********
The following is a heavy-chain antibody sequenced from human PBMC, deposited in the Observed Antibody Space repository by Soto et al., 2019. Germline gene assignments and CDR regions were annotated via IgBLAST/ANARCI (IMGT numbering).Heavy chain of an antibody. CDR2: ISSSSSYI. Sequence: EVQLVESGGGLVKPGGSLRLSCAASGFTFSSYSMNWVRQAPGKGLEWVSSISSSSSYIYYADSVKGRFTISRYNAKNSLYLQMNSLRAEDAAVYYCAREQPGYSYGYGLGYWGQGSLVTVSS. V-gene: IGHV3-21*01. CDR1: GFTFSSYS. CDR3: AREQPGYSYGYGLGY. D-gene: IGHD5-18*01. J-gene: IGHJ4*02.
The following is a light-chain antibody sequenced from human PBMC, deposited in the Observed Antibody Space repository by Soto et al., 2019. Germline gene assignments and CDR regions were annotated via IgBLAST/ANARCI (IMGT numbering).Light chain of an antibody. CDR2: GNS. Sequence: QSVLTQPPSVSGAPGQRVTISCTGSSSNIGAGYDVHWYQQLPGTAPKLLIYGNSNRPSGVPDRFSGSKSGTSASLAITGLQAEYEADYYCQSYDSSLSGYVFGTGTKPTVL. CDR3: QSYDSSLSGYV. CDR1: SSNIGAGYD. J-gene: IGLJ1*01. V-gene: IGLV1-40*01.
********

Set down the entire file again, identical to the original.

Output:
The following is a heavy-chain antibody sequenced from human PBMC, deposited in the Observed Antibody Space repository by Soto et al., 2019. Germline gene assignments and CDR regions were annotated via IgBLAST/ANARCI (IMGT numbering).Heavy chain of an antibody. CDR2: ISSSSSYI. Sequence: EVQLVESGGGLVKPGGSLRLSCAASGFTFSSYSMNWVRQAPGKGLEWVSSISSSSSYIYYADSVKGRFTISRYNAKNSLYLQMNSLRAEDAAVYYCAREQPGYSYGYGLGYWGQGSLVTVSS. V-gene: IGHV3-21*01. CDR1: GFTFSSYS. CDR3: AREQPGYSYGYGLGY. D-gene: IGHD5-18*01. J-gene: IGHJ4*02.
The following is a light-chain antibody sequenced from human PBMC, deposited in the Observed Antibody Space repository by Soto et al., 2019. Germline gene assignments and CDR regions were annotated via IgBLAST/ANARCI (IMGT numbering).Light chain of an antibody. CDR2: GNS. Sequence: QSVLTQPPSVSGAPGQRVTISCTGSSSNIGAGYDVHWYQQLPGTAPKLLIYGNSNRPSGVPDRFSGSKSGTSASLAITGLQAEYEADYYCQSYDSSLSGYVFGTGTKPTVL. CDR3: QSYDSSLSGYV. CDR1: SSNIGAGYD. J-gene: IGLJ1*01. V-gene: IGLV1-40*01.